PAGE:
Sisters Red by Jackson Pearce: Little Red Riding Hood

Sisters Red by Jackson Pearce is, of course, a modern retelling of the “Little Red Riding Hood” story. So what better way to better appreciate Sisters Red than to delve into the origins of the story itself!

To grandmother’s house …

The story of Little Red Riding Hood has been told and retold many times over the years, though most classic versions can be trailed back to either the Brothers Grimm version or the version told by Charles Perrault. However, some of its earliest incarnations are decidedly darker and more mature than the relatively tame version most children learn in school.

In some early versions, in fact, it’s not a wolf at all — but a werewolf! Some of the other variations also include:

The wolf usually leaves the grandmother’s blood and meat for the girl to eat, who then unwittingly cannibalizes her own grandmother. Furthermore, the wolf was also known to ask her to remove her clothing and toss it into the fire. In some versions, the wolf eats the girl after she gets into bed with him, and the story ends there. In others, she sees through his disguise and tries to escape, complaining to her “grandmother” that she needs to defecate and would not wish to do so in the bed. The wolf reluctantly lets her go, tied to a piece of string so she does not get away. However, the girl slips the string over something else and runs off.

These and some of the other darker themes were clearly influential in the drafting of Sisters Red.

Besides the obvious lesson of not talking to strangers, many of the versions of “Little Red Riding Hood” also have other interpretive meanings, many of them having to do with female sexuality and sexual maturity. (Not quite the children’s bedtime story you remember, eh?)

My, what big teeth you have!

In all versions of the Red Riding Hood story, the wolf (or wolf-figure) is the antagonist — who sometimes is victorious in his quest to eat (or do otherwise with) Red. In other cases, he ends up filled with rocks or drowned or killed or worse.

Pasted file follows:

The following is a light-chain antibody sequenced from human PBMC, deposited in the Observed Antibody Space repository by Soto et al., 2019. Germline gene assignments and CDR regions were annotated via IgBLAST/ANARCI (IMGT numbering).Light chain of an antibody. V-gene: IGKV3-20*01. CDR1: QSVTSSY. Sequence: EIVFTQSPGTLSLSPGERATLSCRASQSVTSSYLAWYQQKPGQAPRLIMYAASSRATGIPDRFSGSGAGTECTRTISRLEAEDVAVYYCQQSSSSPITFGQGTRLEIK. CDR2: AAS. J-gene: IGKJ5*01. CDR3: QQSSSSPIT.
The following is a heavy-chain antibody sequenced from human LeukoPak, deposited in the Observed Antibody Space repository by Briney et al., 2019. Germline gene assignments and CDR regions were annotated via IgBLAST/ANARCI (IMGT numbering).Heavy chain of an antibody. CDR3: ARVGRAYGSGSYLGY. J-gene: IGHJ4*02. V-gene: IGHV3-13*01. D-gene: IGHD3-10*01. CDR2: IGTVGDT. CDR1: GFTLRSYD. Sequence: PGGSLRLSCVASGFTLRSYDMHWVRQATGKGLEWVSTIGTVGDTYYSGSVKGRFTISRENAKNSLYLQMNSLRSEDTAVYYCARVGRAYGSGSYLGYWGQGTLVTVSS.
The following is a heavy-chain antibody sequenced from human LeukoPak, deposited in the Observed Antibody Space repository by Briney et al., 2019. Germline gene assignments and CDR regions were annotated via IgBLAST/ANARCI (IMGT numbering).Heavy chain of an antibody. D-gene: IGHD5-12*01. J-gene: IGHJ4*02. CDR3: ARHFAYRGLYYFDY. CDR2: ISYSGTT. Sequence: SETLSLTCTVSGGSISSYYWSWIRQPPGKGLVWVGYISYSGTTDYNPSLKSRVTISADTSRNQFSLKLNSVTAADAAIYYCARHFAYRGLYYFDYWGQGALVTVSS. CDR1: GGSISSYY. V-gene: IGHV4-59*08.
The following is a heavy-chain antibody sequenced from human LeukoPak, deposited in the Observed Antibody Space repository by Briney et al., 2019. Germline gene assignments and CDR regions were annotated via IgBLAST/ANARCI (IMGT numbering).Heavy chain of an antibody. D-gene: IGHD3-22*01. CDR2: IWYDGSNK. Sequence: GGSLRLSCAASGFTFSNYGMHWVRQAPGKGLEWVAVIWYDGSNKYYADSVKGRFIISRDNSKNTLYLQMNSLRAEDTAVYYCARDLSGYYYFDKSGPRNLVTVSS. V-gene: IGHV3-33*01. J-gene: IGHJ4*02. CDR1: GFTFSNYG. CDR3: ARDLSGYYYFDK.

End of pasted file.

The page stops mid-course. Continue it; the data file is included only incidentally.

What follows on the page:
Last year, Jackson Pearce told us part of her inspiration for the “Fenris” in Sisters Red, however, was the Norse myth of the Fenrir. The origins linking the Fenrir myth to Little Red Riding Hood are described on Wikipedia as such:

The dialog between the wolf and Little Red Riding Hood has its analogies to the Norse Þrymskviða from the Elder Edda; the giant Þrymr had stolen Mjölner, Thor’s hammer, and demanded Freyja as his bride for its return. Instead, the gods dressed Thor as a bride and sent him. When the giants note Thor’s unladylike eyes, eating, and drinking, Loki explains them as Freyja not having slept, or eaten, or drunk, out of longing for the wedding.

Red Riding Hood: A Fashion Statement?

Not all of the earliest versions of “Little Red Riding Hood” actually featured a red riding cape (or “cap,” as some versions referred to). But in the many versions that do have the protagonist wearing a red cloak of some version, the meaning has various interpretations. Here are just a few of them:

  • blood
  • dawn
  • sexual maturity

Modern Adaptations

The story of Little Red Riding Hood has been told and retold over the years. Sisters Red is just one of a handful of modernized takes. Here are a few more (though some are a bit mature):

For the comments: What version of Little Red Riding Hood is your favorite? Do you remember when you first heard the story?

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